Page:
From that perspective absenteeism is higher than normal; but we’re still able to manage the business due to the good work of our Pandemic Response Steering Group.
In practical terms, Dairygold is managing its staff through tailoring its rostering system and through increased flexibility at its plants – however, concern remains around its more high-tech processing roles.
“In key areas where equipment is highly technical in nature, where there is nuance and know-how built up over years, like cheese making – they are the areas that you have to be extra sensitive on.
“But there is a huge amount of collaboration going on with the other processors; there is very positive engagement on how we can work together to ensure that our processing industry stays on track during this peak.”
After a decade of significant growth and success for Dairygold – which translates into a 75% increase in milk solids supplied by its farmers – Woulfe notes how quickly the landscape has shifted during the first quarter of 2020 due to damage from the coronavirus.
The reduced demand for milk powder on the Asian side of the market has been particularly pronounced.
“It has been a phenomenal decade for the dairy industry just ending in 2019. We played our part in that and we have a very well invested business across our dairy and agri operations.
“We invested €85 million of cash in capital projects during the year; while debt is gone up to €157 million it’s manageable. We’re happy to be where we are from that point of view.
“But it’s fair to say that that’s the picture as of the close of the year December 31, 2019.
March 31 was the close of the first quarter. The change in climate and business dynamics over the first 90 days – and how much it has changed over 30 days – is huge.
“Covid-19 is a rapidly evolving situation…it is rare that you have a risk identified that would be capable of wiping out potentially the whole industry in the global context on the extreme side of that.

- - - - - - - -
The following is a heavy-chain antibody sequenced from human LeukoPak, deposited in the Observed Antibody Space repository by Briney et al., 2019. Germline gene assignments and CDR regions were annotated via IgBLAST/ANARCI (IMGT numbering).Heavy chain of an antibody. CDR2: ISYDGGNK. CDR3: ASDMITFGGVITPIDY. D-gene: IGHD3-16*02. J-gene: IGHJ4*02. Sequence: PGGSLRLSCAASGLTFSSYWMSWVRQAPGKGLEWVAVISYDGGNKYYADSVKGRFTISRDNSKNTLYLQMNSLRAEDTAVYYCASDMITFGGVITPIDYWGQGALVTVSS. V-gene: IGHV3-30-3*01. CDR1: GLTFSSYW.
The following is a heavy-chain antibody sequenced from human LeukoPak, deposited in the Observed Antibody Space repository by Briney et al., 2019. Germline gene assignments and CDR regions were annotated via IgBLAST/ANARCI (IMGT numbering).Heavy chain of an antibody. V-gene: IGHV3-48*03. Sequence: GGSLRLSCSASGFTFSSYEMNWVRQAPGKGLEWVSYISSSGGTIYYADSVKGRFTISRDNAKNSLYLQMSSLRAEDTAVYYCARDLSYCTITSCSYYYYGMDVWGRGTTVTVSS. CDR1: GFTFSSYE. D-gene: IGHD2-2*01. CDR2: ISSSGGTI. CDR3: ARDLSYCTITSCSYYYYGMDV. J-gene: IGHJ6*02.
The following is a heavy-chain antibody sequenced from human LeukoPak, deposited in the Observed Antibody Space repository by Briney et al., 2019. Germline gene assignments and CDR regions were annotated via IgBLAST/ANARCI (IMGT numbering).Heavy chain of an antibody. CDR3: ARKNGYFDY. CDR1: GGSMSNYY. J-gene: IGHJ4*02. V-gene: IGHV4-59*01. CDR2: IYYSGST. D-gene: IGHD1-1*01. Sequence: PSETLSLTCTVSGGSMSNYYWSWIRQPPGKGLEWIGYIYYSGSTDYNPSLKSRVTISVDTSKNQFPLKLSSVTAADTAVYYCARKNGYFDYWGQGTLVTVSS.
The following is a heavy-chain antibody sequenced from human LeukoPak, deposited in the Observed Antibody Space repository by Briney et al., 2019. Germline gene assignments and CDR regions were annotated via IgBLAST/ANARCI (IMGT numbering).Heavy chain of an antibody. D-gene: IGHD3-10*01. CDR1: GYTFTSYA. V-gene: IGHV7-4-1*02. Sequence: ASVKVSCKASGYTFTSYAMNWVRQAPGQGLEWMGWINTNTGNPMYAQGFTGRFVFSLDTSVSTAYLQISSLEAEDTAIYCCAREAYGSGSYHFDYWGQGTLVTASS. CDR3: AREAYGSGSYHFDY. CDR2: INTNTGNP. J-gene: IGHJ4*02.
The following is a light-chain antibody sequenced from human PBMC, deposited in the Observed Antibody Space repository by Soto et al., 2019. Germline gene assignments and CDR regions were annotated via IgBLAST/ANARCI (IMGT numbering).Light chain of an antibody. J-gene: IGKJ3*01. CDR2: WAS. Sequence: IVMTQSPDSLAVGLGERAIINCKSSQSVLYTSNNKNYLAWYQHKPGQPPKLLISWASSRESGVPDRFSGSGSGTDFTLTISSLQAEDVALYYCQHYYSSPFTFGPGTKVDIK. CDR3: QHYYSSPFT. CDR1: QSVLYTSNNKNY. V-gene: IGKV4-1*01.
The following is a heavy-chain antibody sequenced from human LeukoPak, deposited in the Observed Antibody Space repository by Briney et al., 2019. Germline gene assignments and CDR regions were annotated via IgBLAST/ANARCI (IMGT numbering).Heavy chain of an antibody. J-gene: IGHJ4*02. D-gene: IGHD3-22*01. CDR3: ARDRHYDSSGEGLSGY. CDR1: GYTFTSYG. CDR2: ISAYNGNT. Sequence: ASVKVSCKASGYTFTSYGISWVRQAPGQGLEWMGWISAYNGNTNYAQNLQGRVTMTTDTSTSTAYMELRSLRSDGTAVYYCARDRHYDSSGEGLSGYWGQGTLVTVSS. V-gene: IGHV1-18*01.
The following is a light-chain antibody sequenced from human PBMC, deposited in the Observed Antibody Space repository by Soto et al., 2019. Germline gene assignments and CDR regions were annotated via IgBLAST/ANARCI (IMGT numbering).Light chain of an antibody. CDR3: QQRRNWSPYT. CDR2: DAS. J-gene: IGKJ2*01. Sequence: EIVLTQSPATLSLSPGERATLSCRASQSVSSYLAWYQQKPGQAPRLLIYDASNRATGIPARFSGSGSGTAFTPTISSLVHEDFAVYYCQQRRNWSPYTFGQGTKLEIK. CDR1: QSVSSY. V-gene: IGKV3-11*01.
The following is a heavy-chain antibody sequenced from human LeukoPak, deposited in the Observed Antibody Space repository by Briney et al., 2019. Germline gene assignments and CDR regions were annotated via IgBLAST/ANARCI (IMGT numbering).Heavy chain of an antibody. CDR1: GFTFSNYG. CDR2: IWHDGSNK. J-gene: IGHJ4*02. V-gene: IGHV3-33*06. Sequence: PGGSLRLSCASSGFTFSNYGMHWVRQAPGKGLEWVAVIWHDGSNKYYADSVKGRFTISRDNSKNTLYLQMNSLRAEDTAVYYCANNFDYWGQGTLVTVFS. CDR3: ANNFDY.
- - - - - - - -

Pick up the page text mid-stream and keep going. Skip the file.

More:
“But there is a huge amount of restructuring of people going on; support services are now working remotely to support us with new plants, and things are being commissioned,” said Woulfe.
Keeping the plants going is the “critical priority” for Dairygold, with Woulfe stating that the co-op’s milk producers “are not being made the fall guys here”.
With agriculture and food production deemed an “essential industry” by Government, Woulfe contends that the sector deserves “essential supports” from Brussels to weather the crisis.
But, with the current 20c/L intervention price for milk, Woulfe warns that a variety of tools will be needed at EU level – including Aids to Private Storage (APS).
The impact hasn’t happened at farm level and pricing yet because the prices that are running now in the market won’t be reflected until over the next number of weeks and months.
“APS is one of the tools; but the issue will be about working capital, storing product and getting assistance in that space.
“That will enable us to steer through this period and if it’s as they predict – a V-shaped recovery – that’s ideal for those kinds of short-term storage arrangements or supports from Brussels,” Woulfe concluded.